Ever since Google announced in February they were going to choose a select number of people to test their Google glasses, +ProjectGlass, there’s been many blog posts and news stories about how Google Glasses will destroy our privacy, be used to scam women on dates, and spy on would be celebrities in cool but dive bars.
For example, the 5 Point Café in Seattle, Washington, one of my favorite hangouts, has declared their space a “No Google Glass Zone.” That’s right, you must leave your pair of Google Glasses at the door if you wish to enter this establishment. Why? Well your blind date might just try to scam you using his Google Glasses: How Guys Will Use Google Glasses.
Then there’s the many news stories about how Google Glasses will destroy our privacy – I will point out a few of the more popular ones this afternoon:
- James Kendrick for Znet talks about how there’s going to be widespread usage band of the Google glasses for privacy concerns.
- AJ Delgado with the Daily Caller tells us to “wave goodbye” to our privacy.
- Not to be one sided: In the mist of all this fear mongering about the new technology, there are a few rational voices including Michael H. at PhoneArena.com who, for example reminds us that these arguments are faulty, and created to gain sensationalism and PR.
- There is also the experience of Steve Mann to consider, the pioneer of computer eyewear: http://eyetap.blogspot.ca/
Putting Google Glasse in Perspective
I have two words for you – technological determinism. Technological determinism puts forth the following premise: “a reductionist theory that presumes that a society’s technology drives the development of its social structure and cultural values.”
Every since Plato ranted against the new technology of his time, writing, proclaiming loud and fiercely in the Phaedrus that it would destroy our ability to remember anything, technological determinism has had many a spokesperson.
But this barrage of negative press against Google Glasses, and pretty much any form of technology, misses the bigger point – the problem is us, not the technology. Where was all this negative press when cell phones came out with tiny little cameras? Indeed, the problem isn’t the technology it’s how we decide to use it – it’s also about our personal and social ethics.
What we should be worried about is the fact that people are willing to film us without our permission and put that film on YouTube, or other public video spaces. Remember this lovely video of the girl texting and then falling into a fountain at the mall? Google glasses were not needed by the security people who edited and then uploaded this video – embarrassing the poor woman even further.
Or how about the drunk man in the convenience store? Here’s an oldie but a goodie – let’s make this man’s life a total living hell by posting our surveillance video on YouTube. Screw the man, he got drunk at 10AM, he deserved to be to have his actions broadcast without his permission, as one commenter suggested, rob2049:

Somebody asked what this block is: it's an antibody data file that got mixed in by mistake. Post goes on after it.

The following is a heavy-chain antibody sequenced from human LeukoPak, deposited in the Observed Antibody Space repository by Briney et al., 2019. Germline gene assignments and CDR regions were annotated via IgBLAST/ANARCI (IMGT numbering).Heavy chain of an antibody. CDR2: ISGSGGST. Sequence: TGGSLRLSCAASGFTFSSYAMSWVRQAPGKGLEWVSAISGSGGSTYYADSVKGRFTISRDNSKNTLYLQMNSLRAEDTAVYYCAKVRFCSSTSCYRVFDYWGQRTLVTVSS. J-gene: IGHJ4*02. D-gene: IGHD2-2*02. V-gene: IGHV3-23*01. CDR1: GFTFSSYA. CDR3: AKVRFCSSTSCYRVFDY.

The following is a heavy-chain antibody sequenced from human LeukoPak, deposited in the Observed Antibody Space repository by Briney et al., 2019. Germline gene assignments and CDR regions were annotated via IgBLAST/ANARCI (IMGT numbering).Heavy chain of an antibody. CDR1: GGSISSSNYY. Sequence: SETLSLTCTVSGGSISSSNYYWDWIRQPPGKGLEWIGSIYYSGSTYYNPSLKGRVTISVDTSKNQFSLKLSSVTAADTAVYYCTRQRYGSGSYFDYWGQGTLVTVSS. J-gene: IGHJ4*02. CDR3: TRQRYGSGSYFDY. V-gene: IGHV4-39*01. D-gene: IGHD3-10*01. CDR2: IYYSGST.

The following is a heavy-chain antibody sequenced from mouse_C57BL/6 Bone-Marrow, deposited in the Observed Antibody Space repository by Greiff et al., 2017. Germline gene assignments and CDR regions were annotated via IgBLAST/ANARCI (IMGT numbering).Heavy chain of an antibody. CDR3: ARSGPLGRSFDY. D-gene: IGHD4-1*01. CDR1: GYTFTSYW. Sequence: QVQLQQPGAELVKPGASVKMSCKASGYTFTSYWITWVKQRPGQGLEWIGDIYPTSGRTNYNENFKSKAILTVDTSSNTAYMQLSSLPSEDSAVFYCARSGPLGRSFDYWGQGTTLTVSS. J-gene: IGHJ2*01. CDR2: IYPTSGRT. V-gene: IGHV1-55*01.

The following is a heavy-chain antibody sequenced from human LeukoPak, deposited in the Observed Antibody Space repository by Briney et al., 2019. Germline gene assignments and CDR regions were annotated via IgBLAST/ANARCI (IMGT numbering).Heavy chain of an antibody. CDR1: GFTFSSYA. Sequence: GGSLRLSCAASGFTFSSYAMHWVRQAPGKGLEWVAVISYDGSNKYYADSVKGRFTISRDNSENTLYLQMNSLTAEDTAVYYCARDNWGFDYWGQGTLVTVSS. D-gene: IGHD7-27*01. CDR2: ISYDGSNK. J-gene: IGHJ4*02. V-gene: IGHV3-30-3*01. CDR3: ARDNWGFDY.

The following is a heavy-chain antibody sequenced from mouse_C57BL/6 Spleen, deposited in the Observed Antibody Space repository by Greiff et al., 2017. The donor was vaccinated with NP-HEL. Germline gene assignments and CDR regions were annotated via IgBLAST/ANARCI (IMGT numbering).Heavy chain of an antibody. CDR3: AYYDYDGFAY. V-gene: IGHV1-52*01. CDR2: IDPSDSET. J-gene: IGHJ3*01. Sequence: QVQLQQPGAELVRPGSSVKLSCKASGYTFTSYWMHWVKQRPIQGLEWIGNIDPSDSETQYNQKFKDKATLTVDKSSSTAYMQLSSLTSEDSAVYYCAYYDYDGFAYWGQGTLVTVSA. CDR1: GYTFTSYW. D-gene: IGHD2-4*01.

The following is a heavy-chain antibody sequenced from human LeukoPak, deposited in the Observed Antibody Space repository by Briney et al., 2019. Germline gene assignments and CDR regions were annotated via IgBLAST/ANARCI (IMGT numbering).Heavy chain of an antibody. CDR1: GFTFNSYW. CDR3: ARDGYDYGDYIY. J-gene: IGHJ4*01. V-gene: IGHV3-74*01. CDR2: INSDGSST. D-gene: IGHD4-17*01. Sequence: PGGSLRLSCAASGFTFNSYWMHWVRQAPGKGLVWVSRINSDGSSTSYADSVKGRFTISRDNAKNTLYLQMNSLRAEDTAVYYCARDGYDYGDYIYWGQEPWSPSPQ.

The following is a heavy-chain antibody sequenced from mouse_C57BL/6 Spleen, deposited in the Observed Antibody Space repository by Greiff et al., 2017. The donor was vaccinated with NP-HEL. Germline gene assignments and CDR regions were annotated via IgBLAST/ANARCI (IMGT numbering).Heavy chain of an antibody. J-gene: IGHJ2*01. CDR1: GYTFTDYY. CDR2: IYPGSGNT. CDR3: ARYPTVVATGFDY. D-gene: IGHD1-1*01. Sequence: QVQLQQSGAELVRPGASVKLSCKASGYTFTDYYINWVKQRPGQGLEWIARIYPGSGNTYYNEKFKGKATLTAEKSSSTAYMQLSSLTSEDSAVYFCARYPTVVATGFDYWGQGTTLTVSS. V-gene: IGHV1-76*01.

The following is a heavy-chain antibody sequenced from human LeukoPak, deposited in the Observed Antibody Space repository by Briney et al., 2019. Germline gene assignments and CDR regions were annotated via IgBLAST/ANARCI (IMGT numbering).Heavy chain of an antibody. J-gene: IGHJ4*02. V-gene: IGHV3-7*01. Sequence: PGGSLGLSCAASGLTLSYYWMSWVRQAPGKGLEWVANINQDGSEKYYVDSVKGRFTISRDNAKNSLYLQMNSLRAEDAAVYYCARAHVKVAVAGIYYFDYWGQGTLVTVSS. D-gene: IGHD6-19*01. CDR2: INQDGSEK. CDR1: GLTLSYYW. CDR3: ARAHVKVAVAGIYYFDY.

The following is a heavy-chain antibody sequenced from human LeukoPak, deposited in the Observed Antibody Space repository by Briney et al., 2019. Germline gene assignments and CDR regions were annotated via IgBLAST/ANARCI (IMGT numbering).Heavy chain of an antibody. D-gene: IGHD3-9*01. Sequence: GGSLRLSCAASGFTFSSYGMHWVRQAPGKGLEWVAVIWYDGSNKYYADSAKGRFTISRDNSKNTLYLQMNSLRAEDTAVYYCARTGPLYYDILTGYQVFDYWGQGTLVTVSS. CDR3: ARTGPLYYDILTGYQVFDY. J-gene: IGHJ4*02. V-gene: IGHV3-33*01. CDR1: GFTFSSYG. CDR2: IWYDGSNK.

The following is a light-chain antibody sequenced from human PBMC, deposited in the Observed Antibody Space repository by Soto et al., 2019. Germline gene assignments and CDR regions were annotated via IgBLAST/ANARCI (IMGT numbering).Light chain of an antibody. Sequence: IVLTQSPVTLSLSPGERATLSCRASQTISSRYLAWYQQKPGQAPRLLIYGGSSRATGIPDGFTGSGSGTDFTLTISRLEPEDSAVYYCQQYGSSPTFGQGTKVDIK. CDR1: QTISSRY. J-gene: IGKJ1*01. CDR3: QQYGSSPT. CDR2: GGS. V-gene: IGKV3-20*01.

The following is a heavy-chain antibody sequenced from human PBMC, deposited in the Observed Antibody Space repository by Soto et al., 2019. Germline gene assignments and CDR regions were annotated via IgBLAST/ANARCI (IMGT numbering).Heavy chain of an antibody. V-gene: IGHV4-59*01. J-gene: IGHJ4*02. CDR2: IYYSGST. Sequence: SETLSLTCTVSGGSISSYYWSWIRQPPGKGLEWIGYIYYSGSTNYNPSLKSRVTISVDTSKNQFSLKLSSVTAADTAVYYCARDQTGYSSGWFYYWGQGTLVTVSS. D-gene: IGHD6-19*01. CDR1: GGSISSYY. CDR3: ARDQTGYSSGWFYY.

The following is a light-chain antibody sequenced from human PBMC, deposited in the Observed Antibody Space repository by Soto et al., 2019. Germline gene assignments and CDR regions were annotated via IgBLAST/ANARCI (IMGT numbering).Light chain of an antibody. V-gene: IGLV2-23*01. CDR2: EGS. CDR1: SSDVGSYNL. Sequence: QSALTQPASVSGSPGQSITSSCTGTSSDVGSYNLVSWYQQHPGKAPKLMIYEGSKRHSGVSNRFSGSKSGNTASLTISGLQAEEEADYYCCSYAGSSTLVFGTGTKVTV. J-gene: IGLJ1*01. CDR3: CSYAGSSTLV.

“The man put himself in that disposition, it may be sad, but there are much worse episodes in this world. Some comedy, is good for all of us, no matter what your view may be, it happened, and whats done is done, so enjoy!”
Next, Google Glasses were not needed to make this mass list of “upskirt” videos easily found on YouTube. Nope, all you need are some shoe cameras for this task. These can be purchased quickly on Amazon or many other places on the internet.
5 Point Cafe, as Dmitry Maksimov recently commented on their website, will you also be banning cell phones? ipads. Tablets? Shoe Phone Cameras?
What we need to be concerned about is what we do with the technology we have, from writing to Google Glasses and beyond. This is an old argument – and goodness knows it’s one we’ve heard before. But the bottom line comes down to this: Google glasses will not destroy our privacy. We are destroying our privacy. We should ask permission before we take somebody’s picture – we should ask permission before we use someone’s image in order to advertise a product (this one’s for you Facebook).
We should also consider the fact that our society is becoming empathically hungry. Indeed, the above videos I pointed to demonstrate a lack of empathy – regarding both the woman who fell into the fountain, and the drunk man at the convenient store. The people who uploaded those videos did not consider how that woman and man might feel, or how that video might impact their lives. No time was taken to consider the following: what if that was me? Would I want that video uploaded to YouTube for thousands of people to watch, laugh at, and remember for the rest of my life? No.
In the end we will determine what we decide to be public versus what we decide to be private content. Part of that determination is going to be how we decide to use the technology in our lives. Google glasses will not destroy privacy – we will destroy our own privacy. I hope to get a pair of Google Glasses, but if I start videotaping people, I will do what I do now: I will ask permission, especially if I intend to publish it anywhere!
But make no mistake about it, this is not new. From the moment humans started painting public spaces – the 1884 “A Sunday Afternoon on the Island of La Grande Jatte” by Georges Seurat, to the moment the camera became available, movie recordings, video recordings, instant polaroids, video cameras on our phones, and so on and so forth. Google glasses is not new, it’s just a new step in the ongoing evolution of technology.